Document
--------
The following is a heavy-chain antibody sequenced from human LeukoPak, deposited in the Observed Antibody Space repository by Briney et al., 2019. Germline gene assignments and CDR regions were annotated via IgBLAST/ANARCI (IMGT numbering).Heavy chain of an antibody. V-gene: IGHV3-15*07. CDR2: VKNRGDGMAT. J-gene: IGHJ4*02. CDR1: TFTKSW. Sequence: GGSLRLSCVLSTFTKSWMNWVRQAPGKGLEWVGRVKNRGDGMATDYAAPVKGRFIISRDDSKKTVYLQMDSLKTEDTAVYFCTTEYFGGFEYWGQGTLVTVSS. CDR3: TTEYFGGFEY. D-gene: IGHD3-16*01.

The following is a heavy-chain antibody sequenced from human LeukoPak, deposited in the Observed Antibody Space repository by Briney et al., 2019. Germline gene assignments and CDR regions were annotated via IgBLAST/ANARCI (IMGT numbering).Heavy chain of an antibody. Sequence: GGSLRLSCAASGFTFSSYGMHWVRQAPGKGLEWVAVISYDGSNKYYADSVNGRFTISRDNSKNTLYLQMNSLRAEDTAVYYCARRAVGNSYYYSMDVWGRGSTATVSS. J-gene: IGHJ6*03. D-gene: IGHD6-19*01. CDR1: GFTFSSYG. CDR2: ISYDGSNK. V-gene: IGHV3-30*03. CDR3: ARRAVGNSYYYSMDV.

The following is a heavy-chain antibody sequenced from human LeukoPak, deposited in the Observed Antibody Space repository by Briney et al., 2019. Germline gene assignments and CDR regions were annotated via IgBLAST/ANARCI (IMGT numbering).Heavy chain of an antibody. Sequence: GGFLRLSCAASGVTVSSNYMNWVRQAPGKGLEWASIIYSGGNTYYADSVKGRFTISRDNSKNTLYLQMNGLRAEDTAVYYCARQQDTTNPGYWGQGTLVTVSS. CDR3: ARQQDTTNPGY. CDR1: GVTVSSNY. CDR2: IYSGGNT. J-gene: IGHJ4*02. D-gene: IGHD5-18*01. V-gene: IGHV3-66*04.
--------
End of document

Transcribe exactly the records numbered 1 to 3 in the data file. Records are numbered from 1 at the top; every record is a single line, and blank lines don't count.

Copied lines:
The following is a heavy-chain antibody sequenced from human LeukoPak, deposited in the Observed Antibody Space repository by Briney et al., 2019. Germline gene assignments and CDR regions were annotated via IgBLAST/ANARCI (IMGT numbering).Heavy chain of an antibody. V-gene: IGHV3-15*07. CDR2: VKNRGDGMAT. J-gene: IGHJ4*02. CDR1: TFTKSW. Sequence: GGSLRLSCVLSTFTKSWMNWVRQAPGKGLEWVGRVKNRGDGMATDYAAPVKGRFIISRDDSKKTVYLQMDSLKTEDTAVYFCTTEYFGGFEYWGQGTLVTVSS. CDR3: TTEYFGGFEY. D-gene: IGHD3-16*01.

The following is a heavy-chain antibody sequenced from human LeukoPak, deposited in the Observed Antibody Space repository by Briney et al., 2019. Germline gene assignments and CDR regions were annotated via IgBLAST/ANARCI (IMGT numbering).Heavy chain of an antibody. Sequence: GGSLRLSCAASGFTFSSYGMHWVRQAPGKGLEWVAVISYDGSNKYYADSVNGRFTISRDNSKNTLYLQMNSLRAEDTAVYYCARRAVGNSYYYSMDVWGRGSTATVSS. J-gene: IGHJ6*03. D-gene: IGHD6-19*01. CDR1: GFTFSSYG. CDR2: ISYDGSNK. V-gene: IGHV3-30*03. CDR3: ARRAVGNSYYYSMDV.

The following is a heavy-chain antibody sequenced from human LeukoPak, deposited in the Observed Antibody Space repository by Briney et al., 2019. Germline gene assignments and CDR regions were annotated via IgBLAST/ANARCI (IMGT numbering).Heavy chain of an antibody. Sequence: GGFLRLSCAASGVTVSSNYMNWVRQAPGKGLEWASIIYSGGNTYYADSVKGRFTISRDNSKNTLYLQMNGLRAEDTAVYYCARQQDTTNPGYWGQGTLVTVSS. CDR3: ARQQDTTNPGY. CDR1: GVTVSSNY. CDR2: IYSGGNT. J-gene: IGHJ4*02. D-gene: IGHD5-18*01. V-gene: IGHV3-66*04.